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PhysOrg.com 05/27/2020 11:38
In the past decade, there has been renewed thinking about human missions to the moon and perhaps even to Mars. Inevitably, terrestrial microorganisms on the bodies of astronauts, spaceships or equipment will come into contact with extraterrestrial environments. Researchers from the Radboudumc describe in an article in Astrobiology that bacteria can survive on an "extraterrestrial diet," which affected their pathogenic potential.
PhysOrg.com 05/27/2020 11:36
3-D micro-/nanofabrication holds the key to building a large variety of micro-/nanoscale materials, structures, devices, and systems with unique properties that do not manifest in their 2-D planar counterparts. Recently, scientists have explored some very different 3-D fabrication strategies such as kirigami and origami that make use of the science of cutting and folding 2-D materials/structures to create versatile 3-D shapes. Such new methodologies enable continuous and direct 2-D-to-3-D transformations through folding, bending and twisting, with which the occupied space can vary "nonlinearly" by several orders of magnitude compared to the conventional 3-D fabrications. More importantly, these new-concept kirigami/origami techniques provid.
PhysOrg.com 05/27/2020 11:35
When a new virus emerges, biologists rush to reconstruct its genome—a prerequisite for future diagnostic and vaccine development. The challenge with viral sequencing during an outbreak is that a sample from a patient, like saliva from a COVID-19 patient that was used for the very first SARS-COV-2 coronavirus sequencing effort, contains genomes of many other, often harmless, viruses. Not to mention hundreds of much larger bacterial genomes that live in our mouth and make it difficult to find the viral sequences among them.
PhysOrg.com 05/27/2020 11:33
The current crisis with its unique dynamics has been a far more catastrophic event that has created a nearly complete shutdown of the world's travel industry. Its impact on aviation has been much more severe than previous crises. Airlines came up with unusual ultra long-haul (ULH) repatriation flights worldwide. In other words, the pandemic has provided a testing ground for airlines to test the operational performance/capabilities of possible future routes.
PhysOrg.com 05/27/2020 11:32
How does hydrogen form blisters in ruthenium mirrors for extreme UV (EUV) lithography machines? An M2i research project by Chidozie Onwudinanti and colleagues at DIFFER, Eindhoven University of Technology and University of Twente explains the blistering process: a layer of tin contamination acts as a valve that lets hydrogen into the underlying ruthenium, but blocks it from leaving again, writes the team in the journal Physical Chemistry Chemical Physics.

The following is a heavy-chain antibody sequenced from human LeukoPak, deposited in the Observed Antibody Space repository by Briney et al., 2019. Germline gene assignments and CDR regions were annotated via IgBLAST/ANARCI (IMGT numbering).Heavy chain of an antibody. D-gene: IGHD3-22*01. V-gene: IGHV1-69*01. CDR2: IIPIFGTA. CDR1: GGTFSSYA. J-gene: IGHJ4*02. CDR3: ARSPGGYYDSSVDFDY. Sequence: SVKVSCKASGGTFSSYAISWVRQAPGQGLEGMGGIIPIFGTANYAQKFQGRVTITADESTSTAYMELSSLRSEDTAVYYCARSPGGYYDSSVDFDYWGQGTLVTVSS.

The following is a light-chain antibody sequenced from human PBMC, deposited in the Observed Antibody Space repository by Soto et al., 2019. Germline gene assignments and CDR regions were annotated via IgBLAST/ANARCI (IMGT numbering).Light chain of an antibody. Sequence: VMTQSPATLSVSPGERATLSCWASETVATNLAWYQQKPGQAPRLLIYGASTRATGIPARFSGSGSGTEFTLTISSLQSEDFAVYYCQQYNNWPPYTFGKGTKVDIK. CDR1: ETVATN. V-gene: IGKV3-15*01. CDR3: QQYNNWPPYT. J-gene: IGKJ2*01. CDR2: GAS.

PhysOrg.com 05/27/2020 11:31
Who could imagine a 21st century without data? Sophisticated information processing is key to the way societies function today. And it turns out it was also critical to the evolution of early states. According to new research led by an SFI team, the ability to store and process information was central to sociopolitical development across civilizations ranging from the Neolithic to the last millennium.
PhysOrg.com 05/26/2020 11:00
The normal functioning of our hearts is maintained by our body's control center—the brain—via an intricate network of nerves. When this communication is disrupted, it results in heart disease, including heart attacks, sudden cardiac death and problems in blood supply. As an added layer of safety, the heart has its own 'little brain', called the intracardiac nervous system (ICN) to monitor and correct any local disturbances in communication. The ICN is essential in supporting heart health and can even protect cardiac muscle during a heart attack. But it's not clear how exactly the ICN carries out these roles, because the organization of the neurons that make up the ICN are poorly understood; we don't know where they are located in the heart,
PhysOrg.com 05/26/2020 10:41
While national and international efforts to reverse the trend of deforestation have multiplied in recent years, there is still no clear evidence to suggest that these initiatives are actually working. A new paper published in One Earth, calls for a radically different approach that focuses on our understanding of how individuals make their choices about forests and livelihoods.
PhysOrg.com 05/26/2020 10:24
Scientists at the Centro Nacional de Investigación sobre la Evolución Humana (CENIEH) have participated in a study published today in the journal Scientific Reports on the settlement patterns of the last Neanderthal groups in the Cantabrian region at the Amalda I Cave (Gipuzkoa), which reveals the organization of the activities carried out there and alternation in its occupation by humans and carnivores.
PhysOrg.com 05/26/2020 10:20
Since the early 1900s, ecologists and conservationists have glimpsed wildlife via camera traps: temporary photo stations that capture evidence of whatever animals wander by. As a low-investment and unobtrusive technique, the camera trap has increasingly informed efforts to estimate the prevalence and geographic range of species, especially the elusive and endangered.
PhysOrg.com 05/26/2020 10:14
Leading academics from across Cranfield University are calling for a new approach to UK resilience. Writing in today's Financial Times, the academics believe that as well as lessons learnt from the response to COVID-19 there is a much wider lesson to be learnt about how the UK identifies, prepares and responds to threats and risks, such as to our safety, our national security and from climate change.

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